[s] Perhaps what's needed here is rather to change the text I'm commenting on. The quote doesn't mention screenshots, it's snapshots, which indeed are formatted text rather than images.

[t] I changed the paragraph text to read snapshot instead of screenshot. Hopefully, that's more clear.

[u] Does this refer to a device emulation feature in Firefox desktop's devtools? If so that seems like a bit of a theme, that emulation is insufficient.

[v] Arguably the theme isn't that *emulation* is insufficient but that mobile *simulation* is insufficient (no one mentioned trying to use android emulators at all as far as I recall). Agreed with the overall conclusion that people run into limitations with simulating mobile in desktop that cause them to test in real mobile browsers.

[w] Sorry, I wasn't distinguishing between emulation and simulation. I mean the devtools feature, which is simulation.

[x] This seems to already have come up above, if there's a way to tie it together. It's already a pretty strong theme though.

[y] I moved it up a paragraph, let me know if this feels like a better flow.

[z] Alternatively, we could create a new section called 'Device Testing,' or something along those lines.

[aa] Gold quote!

[ab] The style for omitted parts is a bit inconsistent, between 2-4 periods. Fixing the ones with just two periods seems most important since they might also just be typos of a single period.

[ac] We'll go through and makes sure they are consistent.

[ad] Seems like an unfinished sentence was transcribed here, before the participant went in another direction.

[ae] It's more of a mid-sentence change in direction. This particular developer used a lot of filler words so his quotes are a bit choppy. I think the part about multiple VMs can be omitted. You can listen to the quote here and let me know what you think.

[af] This is a great finding. It sounds like it's not as big of a problem as we had thought.

[ag] It's unclear to me what to conclude here because we also know from other quotes that people do have problems with flaky tests, and it's not obvious what the underlying cause of the flakiness is.

[ah] Quite an interesting quote as it highlights the loaded term performance testing: For some it is a.) testing how fast the page loads in isolation, for some it is b.) how the page behaves under heavy user load.

[ai] I think the insight, 'Testing Terminology Causes Confusion' is at play here.

[aj] I'm sure this won't be a surprise to the Lighthouse team, but great to see that actionable advice is appreciated.

[ak] this is a draft of a report of an interview study that MDN did following MDN DNA 2020. This bit in particular seems like it might interest you.

I know webpack already has a setting to warn about bundle size, but I don't know if there are things that make it even easier to tell how bundle size is changing over time?

I doubt most development happens on GitHub so that integration might have limited impact, but it's an interesting direction.

[al] I found this section surprisingly useful. It sounds like there are more challenges unit testing code that runs in the browser that I had appreciated, and there's the same time pressure as elsewhere, meaning it only happens sometimes. Also interesting that the value isn't clear, I had expected people to say that unit tests are great and a must-have, but end-to-end tests are too much work and not as valuable. Sounds like actually the effort and value go hand-in-hand, at least for some.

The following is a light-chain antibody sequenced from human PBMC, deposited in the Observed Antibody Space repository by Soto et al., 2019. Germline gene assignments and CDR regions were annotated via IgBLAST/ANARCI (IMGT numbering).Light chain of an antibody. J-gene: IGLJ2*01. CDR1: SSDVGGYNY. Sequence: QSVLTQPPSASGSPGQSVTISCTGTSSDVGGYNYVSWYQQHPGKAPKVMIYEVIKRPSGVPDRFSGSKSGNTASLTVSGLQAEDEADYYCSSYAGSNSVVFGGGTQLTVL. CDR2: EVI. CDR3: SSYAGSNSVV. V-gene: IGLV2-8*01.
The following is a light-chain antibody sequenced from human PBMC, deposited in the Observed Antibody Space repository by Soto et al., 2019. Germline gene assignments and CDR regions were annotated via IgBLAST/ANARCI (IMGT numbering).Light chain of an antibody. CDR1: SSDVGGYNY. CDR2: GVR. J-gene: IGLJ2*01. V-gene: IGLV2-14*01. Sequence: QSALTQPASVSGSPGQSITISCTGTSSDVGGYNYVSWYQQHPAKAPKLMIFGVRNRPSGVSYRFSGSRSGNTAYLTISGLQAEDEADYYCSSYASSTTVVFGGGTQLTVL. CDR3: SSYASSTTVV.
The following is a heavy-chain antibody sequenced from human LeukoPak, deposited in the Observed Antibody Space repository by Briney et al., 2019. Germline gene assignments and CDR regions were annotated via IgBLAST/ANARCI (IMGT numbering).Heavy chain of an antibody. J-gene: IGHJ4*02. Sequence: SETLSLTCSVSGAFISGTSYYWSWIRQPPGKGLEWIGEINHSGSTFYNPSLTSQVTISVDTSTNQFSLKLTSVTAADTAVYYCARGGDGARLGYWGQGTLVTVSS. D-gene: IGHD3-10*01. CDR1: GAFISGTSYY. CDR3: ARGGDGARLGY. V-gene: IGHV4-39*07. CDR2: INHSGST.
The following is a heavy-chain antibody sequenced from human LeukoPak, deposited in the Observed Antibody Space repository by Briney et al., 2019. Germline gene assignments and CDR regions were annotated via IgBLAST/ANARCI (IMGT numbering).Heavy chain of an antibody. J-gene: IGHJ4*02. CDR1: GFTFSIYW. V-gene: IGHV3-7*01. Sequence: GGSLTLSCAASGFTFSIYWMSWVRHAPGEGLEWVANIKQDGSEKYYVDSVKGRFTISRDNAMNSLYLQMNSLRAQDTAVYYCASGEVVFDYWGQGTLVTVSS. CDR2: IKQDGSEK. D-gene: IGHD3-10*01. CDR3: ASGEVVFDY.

[am] Hmm, so overall it sounds like none of the participants had direct experience with it, at least nobody named a tool for it, like Percy. And several people went straight to the challenge of screenshot testing: dealing with updates to the site and the need for machine learning to make that tolerable.

So this seems less promising to me than before.

[an] I'm not able to guess what kind of testing this is referring to. Sounds Selenium IDE recording click events perhaps, which would generate an end-to-end test I guess.

[ao] Yes, that the reason why recorded tests are hard to maintain if they are not modified/cleaned after recording: The recorder has a hard time identifying what user interaction you want to have recorded and replayed later, and which not.

[ap] This is probably a reference to

Can we add comments like that after the transcripts?

[aq] I can put it in as a footnote. What do you think?

[ar] This was funny. I've never really wished that others would get angry with me :)

[as] Is Salesforce the program, or what is APEX part of?

[at] Apex is a proprietary language developed by It seems to cause some frustration with testing. I'd guess that this participant was a bit of an outlier, but anyone who develops for Salesforce would likely understand what he's talking about.

[au] I'm not clear if this person works for Salesforce, or what this means.

[av] You can customize your Salesforce instance quite extensively. I have friends that work at consultancies that are specialized doing this.

Similar to Wordpress, Joomla, SAP etc.

[aw] The person works for Capgemini as a Salesforce Developer. Essentially, he customizes instances of Salesforce for their clients.

[ax] Sounds like a reasonable summary for the report :)

[ay] Hmm, so this is pointing in the direction of solutions that are available to most developers, not just the most experienced, and lowering the bar to entry.